|Vol. 13, No. 6
||March 22 - April
City, Local Group Disagree on Viability of
Schools in Armory
By JORDAN MOSS
At the crux of
the local debate over the development of the Kingsbridge Armory is
whether or not the landmark facility should or can include space for
In interviews with the Norwood News, officials of the city's Economic
Development Corporation (EDC) insist that the plan presented jointly
by the Northwest Bronx Community and Clergy Coalition and the Pratt
Institute Center for Community and Environmental Development would
not be able to sustain the redevelopment of the facility.
"The project proposed by Pratt [and the coalition] could not
possibly pay to keep the building running even if they were to scrape
together $110 million to [renovate] it," said an EDC official
who has worked on the armory project. "Schools don't generate
revenue. They are a consumer of city revenue." The groups' plan
includes space for three public schools, athletic fields, and community
program space, along with 10,000 to 20,000 square feet of retail space
(The Norwood News interviewed the EDC official quoted in this article
at the agency's Manhattan offices on the condition of anonymity.)
EDC, which has already selected a developer, RD Management, and its
subsidiary, Basketball City, to transform the vacant, deteriorating
landmark facility into a retail, entertainment and sports complex,
also maintains that building schools in the armory would be more costly
and less efficient than finding space outside the armory and building
"How much operating revenue would schools in there take compared
to a school built modern rather than a retrofit?" said an EDC
official who has worked on the project. "Putting a school up
on a vacant lot is nowhere near as problematic and expensive as retrofitting
an ancient, ancient building. What we're saying is only this type
of a project profile, economic profile, can afford to build this and
then pay for it afterwards."
Joan Byron, Pratt's director of architecture, disagrees. Including
schools would be a big boon to the upkeep of the armory because it's
a steady source of income guaranteed to flow into the facility, she
said. "Schools don't generate income but schools pay their way,"
Byron said. The commercial model proposed by EDC is at a disadvantage
because the developer does need to consistently generate income and
pay off debt to stay afloat, Byron argued, adding that the community
facility portions of the Coalition/Pratt plan would be able to sustain
their operations through rent and program income.
Byron also thinks schools are a perfect fit because the city needs
to build schools in District 10 anyway, and, she says, they would
cost less to build in the armory.
"The city has an obligation to provide school space for those
kids somewhere, and it's not going to cost any different to operate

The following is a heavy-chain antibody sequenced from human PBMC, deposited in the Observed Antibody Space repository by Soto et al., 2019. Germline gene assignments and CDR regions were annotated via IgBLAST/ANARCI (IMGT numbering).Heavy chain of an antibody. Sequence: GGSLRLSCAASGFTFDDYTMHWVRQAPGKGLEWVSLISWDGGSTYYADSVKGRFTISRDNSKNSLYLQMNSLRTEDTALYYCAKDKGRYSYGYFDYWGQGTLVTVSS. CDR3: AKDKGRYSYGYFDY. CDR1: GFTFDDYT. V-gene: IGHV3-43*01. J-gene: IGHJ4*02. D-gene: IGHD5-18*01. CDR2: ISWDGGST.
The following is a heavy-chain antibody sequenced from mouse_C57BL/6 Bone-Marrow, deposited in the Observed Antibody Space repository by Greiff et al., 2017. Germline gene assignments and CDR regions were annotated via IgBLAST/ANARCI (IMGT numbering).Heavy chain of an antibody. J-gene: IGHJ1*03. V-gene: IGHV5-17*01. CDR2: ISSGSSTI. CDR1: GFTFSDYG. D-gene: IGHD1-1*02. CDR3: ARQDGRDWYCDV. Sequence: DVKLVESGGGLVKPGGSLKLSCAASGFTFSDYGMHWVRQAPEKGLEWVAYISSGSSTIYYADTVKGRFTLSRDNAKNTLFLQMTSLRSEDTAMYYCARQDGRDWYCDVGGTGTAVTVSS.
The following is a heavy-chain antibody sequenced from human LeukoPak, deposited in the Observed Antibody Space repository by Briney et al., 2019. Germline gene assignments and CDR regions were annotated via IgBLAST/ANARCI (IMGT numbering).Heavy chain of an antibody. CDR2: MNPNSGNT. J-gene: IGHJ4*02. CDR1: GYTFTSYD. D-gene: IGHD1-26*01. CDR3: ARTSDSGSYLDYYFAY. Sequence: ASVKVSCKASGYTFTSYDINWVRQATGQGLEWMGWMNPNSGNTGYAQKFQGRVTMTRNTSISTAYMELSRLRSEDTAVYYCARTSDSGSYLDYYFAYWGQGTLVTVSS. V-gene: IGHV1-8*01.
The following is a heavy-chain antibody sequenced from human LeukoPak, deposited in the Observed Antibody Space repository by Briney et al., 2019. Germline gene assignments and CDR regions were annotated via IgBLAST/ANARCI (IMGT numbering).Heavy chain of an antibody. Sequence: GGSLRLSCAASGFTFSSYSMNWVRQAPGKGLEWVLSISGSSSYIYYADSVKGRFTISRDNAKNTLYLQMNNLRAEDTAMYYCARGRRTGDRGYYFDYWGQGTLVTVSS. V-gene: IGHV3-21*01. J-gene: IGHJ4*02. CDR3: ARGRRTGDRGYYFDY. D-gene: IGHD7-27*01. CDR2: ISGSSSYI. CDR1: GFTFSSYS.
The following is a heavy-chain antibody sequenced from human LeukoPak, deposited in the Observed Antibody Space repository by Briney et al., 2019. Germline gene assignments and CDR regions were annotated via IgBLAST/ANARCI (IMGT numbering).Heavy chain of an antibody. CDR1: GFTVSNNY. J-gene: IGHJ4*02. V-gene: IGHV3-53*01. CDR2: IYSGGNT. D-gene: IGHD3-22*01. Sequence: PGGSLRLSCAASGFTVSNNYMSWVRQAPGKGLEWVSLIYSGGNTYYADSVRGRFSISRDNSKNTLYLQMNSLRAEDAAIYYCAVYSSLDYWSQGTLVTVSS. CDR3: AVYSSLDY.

schools in the armory than it would cost to operate them anywhere
else," Byron said. "And there's a couple of features that
make it cost less per kid."
Schools would be able to share kitchen facilities, and because they
would be constructed within the armory in what Byron calls a "protected
environment," heating costs would be reduced.
The coalition is also pushing the city to take advantage of Qualified
Zone Academy Bonds, which are federal tax credits available to states
for use in renovating old building for school use. There is $120 million
available through that program that New York has not tapped into yet,
and coalition members say that would further reduce the cost of building
schools at the armory. The Norwood News recently reported recently
that the Chicago school system used QZAB money to renovate an armory
for a high school.
But the EDC official rejected the comparison of the Chicago armory,
which is much smaller than its Kingsbridge counterpart.
"The fact that there's another armory suitable for schools doesn't
have much bearing on this one," he said.
Members of the coalition met with Michael Carey, head of EDC, and
Joe Rose, head of the City Planning Commission last Friday to push
their proposal. Ronn Jordan, a Norwood resident and PS 56 parent said
they were not encouraged, but said Carey may have "left the door
open a little bit if we can get the Board of Education to say they're
willing to do some of this stuff."
But if the door was ever open, Carey seemed to be closing it again,
when the Norwood News interviewed him by telephone on Tuesday.
"I'm not considering schools at all," Carey said, when asked
if there was still room for discussion involving schools at the armory.
Carey did say, however, that EDC could possibly be helpful to the
coalition in other ways. "If we can help them find room for schools
then we would do that," he said.
But the basic difference of opinion between the coalition and EDC
"We do not think this is the right place for schools, and that
is where we have a disagreement with this group," Carey said.
RD Management/Basketball City
Developer: RD Management/Basketball City
* 249,000 square feet
* a mix of "big-box" stores (i.e. Home Depot) and smaller retailers
* 166,500 square feet
* 12-screen movie theatre, Basketball courts, batting cages, rock climbing
* 36,800 square feet mainly in head house (portion of armory that faces Kingsbridge Road)
* performing arts and community theatre
* space for offices and educational programs
* boxing, karate studio
600 parking spaces
Northwest Bronx Community and Clergy Coalition/Pratt Institute Developer:
Coalition would seek city's assistance in identifying developer for their plan
* 225,000 square feet
* 3 schools for a total of 1800 seats; one in head house, one constructed within drill
shed and one abutting the building on East 195th Street
Recreational, cultural and community program space
* 80,000 square feet
* could include ice rink, community theater, athletic fields and green market
* 10,000 - 20,000 square feet
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